Student Debt

Students nationwide noticed recently that the price of college is increasing faster than inflation. Mines has attempted to keep costs down with a hiring freeze and pay freeze that are still partially in effect. However, as students know, this has not been enough to offset increasing costs and declining state support. To find out how students are coping, “The Oredigger” interviewed Jill Robertson, the head of financial aid at Mines.

Students are making up this difference with a mixture of their own money, family money, scholarships, and student loans. According to Robertson, about half of Mines graduates took out loans. Project Student Debt estimates the average debt for those who borrowed in the class of 2010 (Erik’s undergrad class) at about $28,000 [1]. This is in line with the numbers Robertson provided for 2011. Financial aid puts the average for federal loans at $23,000 and the average for those who took out private loans as well at $33,000. Robertson estimated that the 2011 average for borrowers is probably similar to the $28,000 figure for 2010 given by Project Student Debt.

Student borrowing is usually the difference between the financial resources the student can come up with and their expenses. To put it in a mass balance form more engineers are more familiar with.
Basic Costs + Lifestyle Costs = Student Resources + Loans
Student Resources = FAFSA[f(Parental Income)] + Scholarships[f(Parental Income, Merit)] + Parental Help + Student’s Outside Income + Work Study + Campus Jobs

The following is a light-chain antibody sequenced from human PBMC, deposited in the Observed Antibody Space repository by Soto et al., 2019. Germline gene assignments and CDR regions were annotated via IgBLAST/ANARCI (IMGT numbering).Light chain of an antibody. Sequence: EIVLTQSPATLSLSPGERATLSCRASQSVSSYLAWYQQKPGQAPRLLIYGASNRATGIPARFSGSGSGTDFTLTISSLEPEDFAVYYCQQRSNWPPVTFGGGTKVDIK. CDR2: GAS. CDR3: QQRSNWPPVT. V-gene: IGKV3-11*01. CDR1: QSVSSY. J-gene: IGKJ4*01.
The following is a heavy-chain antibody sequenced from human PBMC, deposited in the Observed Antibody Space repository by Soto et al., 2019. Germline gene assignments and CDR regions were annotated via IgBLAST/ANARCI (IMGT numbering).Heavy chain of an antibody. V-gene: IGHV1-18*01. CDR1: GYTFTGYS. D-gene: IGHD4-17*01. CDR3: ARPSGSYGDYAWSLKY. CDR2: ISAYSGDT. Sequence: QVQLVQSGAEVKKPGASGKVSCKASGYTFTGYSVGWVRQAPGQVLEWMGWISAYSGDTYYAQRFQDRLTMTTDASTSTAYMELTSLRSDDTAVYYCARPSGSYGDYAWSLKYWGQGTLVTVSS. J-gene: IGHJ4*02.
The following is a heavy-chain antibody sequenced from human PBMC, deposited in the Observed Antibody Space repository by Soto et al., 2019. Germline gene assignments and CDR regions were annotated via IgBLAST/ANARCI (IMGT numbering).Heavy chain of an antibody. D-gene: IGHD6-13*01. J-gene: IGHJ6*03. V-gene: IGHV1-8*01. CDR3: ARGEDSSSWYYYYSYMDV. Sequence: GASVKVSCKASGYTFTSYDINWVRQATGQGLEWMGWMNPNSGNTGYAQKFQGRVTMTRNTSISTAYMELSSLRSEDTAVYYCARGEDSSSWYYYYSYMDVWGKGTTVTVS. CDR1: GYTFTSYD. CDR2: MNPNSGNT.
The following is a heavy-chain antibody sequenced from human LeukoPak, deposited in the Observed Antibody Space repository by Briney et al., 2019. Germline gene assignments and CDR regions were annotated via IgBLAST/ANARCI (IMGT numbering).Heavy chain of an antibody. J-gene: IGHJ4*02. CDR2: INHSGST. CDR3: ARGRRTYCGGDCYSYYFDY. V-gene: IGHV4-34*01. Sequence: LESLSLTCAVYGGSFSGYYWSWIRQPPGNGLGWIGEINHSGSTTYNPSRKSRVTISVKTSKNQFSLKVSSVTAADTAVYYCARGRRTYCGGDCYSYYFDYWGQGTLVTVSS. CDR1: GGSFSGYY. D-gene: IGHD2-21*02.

Basic Costs = Tuition + Fees + Books + Health Insurance + Housing + Food + Transportation
Lifestyle Costs = Fancier Accommodations + luxuries + fancy Gadgets + Wants + Completely Unnecessary Stuff
Aside from the in state vs. out of state difference, the basic costs are similar for most students. This means that lifestyle costs and student resources are the primary drivers of student debt.

Student resources are significantly driven by the finances of a student’s family. According to Robertson, the Free Application for Federal Student Aid (FAFSA) calculates the estimated family contribution which determines the amount of need based aid for which a student may be eligible. Robertson said that a Mines aid package comes to an average of about $12,200 in student aid. Naturally, this amount scales with the family’s financial resources. This is need based aid, so it is expected that families will be able to pay more if their financial situation is better. However, many families do not provide this level of support for a variety of reasons. Some do it out of principle while others either cannot afford it or do not want to make the necessary sacrifices in lifestyle.

According to Robertson, this is where the preparedness of families makes a big difference. Those who did not put money aside for education and have enough that their FAFSA says they should be able to contribute are faced with a choice of making sacrifices or not supporting their student. Those with education funds are able to provide more support to students. At the high and low ends of the spectrum, this tends to matter less because the FAFSA either does not expect the family to be able to contribute much or the cost is a small enough portion of the parents income that it is not as big of a deal.

Outside scholarships are a significant boon to some student’s financial resources. Many incoming Mines students start with a few scholarships. However, there are many outside scholarships available after a student starts at Mines. Financial Aid passes information along about opportunities and some programs (such as McBride) send their students relevant scholarships. The problem for some is that outside scholarship applications tend to eat up quite a bit of time. For that reason, many students decide that it is easier to pass them up in favor of devoting the effort to academics. However, some students are very well rewarded for their efforts with $5,000+ scholarships.